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  20.  6
    Igor Douven, Sylvia Wenmackers, Yasmina Jraissati & Lieven Decock (2016). Measuring Graded Membership: The Case of Color. Cognitive Science 40 (4).
    This paper considers Kamp and Partee's account of graded membership within a conceptual spaces framework and puts the account to the test in the domain of colors. Three experiments are reported that are meant to determine, on the one hand, the regions in color space where the typical instances of blue and green are located and, on the other hand, the degrees of blueness/greenness of various shades in the blue–green region as judged by human observers. From the locations of the (...)
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  21.  73
    Lieven Decock & Igor Douven (2012). Putnam's Internal Realism: A Radical Restatement. Topoi 31 (1):111-120.
    Putnam’s internal realism is aimed at reconciling realist and antirealist intuitions about truth and the nature of reality. A common complaint about internal realism is that it has never been stated with due precision. This paper attempts to render the position precise by drawing on the literature on conceptual spaces as well as on earlier work of the authors on the notion of identity.
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  22. Sylvia Wenmackers, Danny E. P. Vanpoucke & Igor Douven (2012). Probability of Inconsistencies in Theory Revision. European Physical Journal B 85 (1):44 (15).
    We present a model for studying communities of epistemically interacting agents who update their belief states by averaging the belief states of other agents in the community. The agents in our model have a rich belief state, involving multiple independent issues which are interrelated in such a way that they form a theory of the world. Our main goal is to calculate the probability for an agent to end up in an inconsistent belief state due to updating. To that end, (...)
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  23.  13
    Yasmina Jraissati, Elley Wakui, Lieven Decock & Igor Douven (2012). Constraints on Colour Category Formation. International Studies in the Philosophy of Science 26 (2):171-196.
    This article addresses two questions related to colour categorization, to wit, the question what a colour category is, and the question how we identify colour categories. We reject both the relativist and universalist answers to these questions. Instead, we suggest that colour categories can be identified with the help of the criterion of psychological saliency, which can be operationalized by means of consistency and consensus measures. We further argue that colour categories can be defined as well-structured entities that optimally partition (...)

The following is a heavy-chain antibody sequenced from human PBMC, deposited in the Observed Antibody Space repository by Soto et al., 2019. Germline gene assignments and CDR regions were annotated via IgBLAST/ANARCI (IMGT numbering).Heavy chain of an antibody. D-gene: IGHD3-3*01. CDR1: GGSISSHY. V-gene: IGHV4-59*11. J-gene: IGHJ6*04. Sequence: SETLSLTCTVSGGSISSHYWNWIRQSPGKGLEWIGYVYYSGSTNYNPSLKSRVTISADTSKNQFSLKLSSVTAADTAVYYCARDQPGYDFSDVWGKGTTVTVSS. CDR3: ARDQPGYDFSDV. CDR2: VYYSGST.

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  24.  38
    Igor Douven & Jaap van Brakel (1998). Can the World Help Us in Fixing the Reference of Natural Kind Terms? Journal for General Philosophy of Science / Zeitschrift für Allgemeine Wissenschaftstheorie 29 (1):59-70.
    According to Putnam the reference of natural kind terms is fixed by the world, at least partly; whether two things belong to the same kind depends on whether they obey the same objective laws. We show that Putnam's criterion of substance identity only “works” if we read “objective laws” as “OBJECTIVE LAWS”. Moreover, at least some of the laws of some of the special sciences have to be included. But what we consider to be good special sciences and what not (...)
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  25.  23
    Igor Douven (2005). Empirical Equivalence, Explanatory Force, and the Inference to the Best Theory. Poznan Studies in the Philosophy of the Sciences and the Humanities 83 (1):281-309.
    In this paper I discuss the rule of inference proposed by Kuipers under the name of Inference to the Best Theory. In particular, I argue that the rule needs to be strengthened if it is to serve realist purposes. I further describe a method for testing, and perhaps eventually justifying, a suitably strengthened version of it.